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New location for blog!

4 Jan

Please head from now on to:

New site is up and it’s gorgeous!



24 Jan

I recently added a new item to the Lord’s Jester Product page; there are links for samples, liquid perfumes, solid perfumes, custom perfume, and now a “Donate to the National MS Society” link, which takes you to “Adam Gottschalk’s MS Fund,” hosted by the National MS Society. I reckon I’m a perfumer disabled by MS, so I might as well invite my fans to participate. A recent wheelchair-bound MS rough patch is partly the reason for this option; I mean technically donations to the MS Society are not one of my own Products; I figure people who care about me, and care about my perfume in particular, might be convinced to donate to my fund; they make it easy: you go to my MS Fund on the National MS Society web site; you can donate with Visa, Mastercard, Discover, even American Express (unfortunately, you can’t donate using Paypal). If they really wanted to make it easy to donate, they’d offer a Paypal option; I may email them and ask if Paypal could be another donation option.

Benzoin liquid resin. Difficult stuff to work with no matter what form you use.

Some years ago I realized CO2-extracts are perfect for solid perfumes because they’re essentially fatty; makes sense they would work well in an oil/wax solution. In general, I use distilled and “enflowered” and expressed oils for alcohol perfumes; in some cases CO2-extracts work in alcohol, but you never know, so I reserve them for solid-perfume use. I’ve tried regular “absolutes” in solids (oil and wax together) too many times, and had the whole process fail, that I’ve learned my lesson. Absolutes are for alcohol; CO2-extracts, well, the perfect place for them is in solids (otherwise known as concretes de parfum). Orris CO2 is the perfect floral fixative for concretes de parfum. Vanilla CO2 works better in solids than vanilla absolute works in alcohol; the absolute is sticky and never really dissolves, even in 190-proof alcohol (no matter what heat you apply–once it cools, vanilla drops out of a perfume). Benzoin, while being the perfect balsamic fixative, can be difficult in both alcohol and solids both, whether you’re using an absolute or a “liquid resin,” indispensable though benzoin is; it has the potential to be a difficult material to work with. I don’t ever use benzoin in solids; I use Orris CO2 for an excellent floral fixative (balsamic? No, but a great fixative nevertheless).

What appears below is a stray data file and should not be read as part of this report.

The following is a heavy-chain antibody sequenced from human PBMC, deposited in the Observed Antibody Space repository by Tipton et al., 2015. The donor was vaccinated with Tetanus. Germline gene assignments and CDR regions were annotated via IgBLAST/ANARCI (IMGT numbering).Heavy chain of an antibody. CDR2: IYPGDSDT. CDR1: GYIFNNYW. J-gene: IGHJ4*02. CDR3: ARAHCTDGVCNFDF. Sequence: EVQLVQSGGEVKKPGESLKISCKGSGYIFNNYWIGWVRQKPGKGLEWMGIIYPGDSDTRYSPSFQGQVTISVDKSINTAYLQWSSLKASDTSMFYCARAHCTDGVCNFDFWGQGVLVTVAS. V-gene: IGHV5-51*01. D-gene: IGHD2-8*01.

Orris root. A great floral fixative for both alcohol and solid perfumes (the CO2 for solids).

As some of you know, I recently released two new perfumes, Phoebe eau de parfum and Chronos eau de cologne; I’ve listed them on my site as “limited editions,” because they’re not perfect so I still want to work on the formulas. I’ve been working on Phoebe for years; it was one of my very first successful perfumes, based on osmanthus and an “amber accord.” But it’s still not perfect. I’ll keep working on the formula. Chronos is my immortelle perfume (and an homage to Sables from Annick Goutal); it too is almost finished, but it needs a little more work. (My very favorite synthetic perfume, L’Instant de Guerlain pour Homme, sexy and oh-so powdery, well, the closest I’ve gotten is my own powdery Selene eau de parfum, not that I would ever aim to duplicate L’Instant; I’m not sure it would even be possible with natural materials.) I’ve also got a honeysuckle formula I’m working on (Aphrodite); and Zeus, which I intend to be strong and simple amber perfume (Ares eau de cologne is quite nice, one of my favorites in my entire line, but that’s a spicy amber); and as Anthea is a successful solid ode to jasmine, I’m working on a rose-esque perfume called Persephone. I might try Persephone as a solid, but then I’d feel obliged to do an alcohol version of Anthea; I might try them each as both solid and alcohol.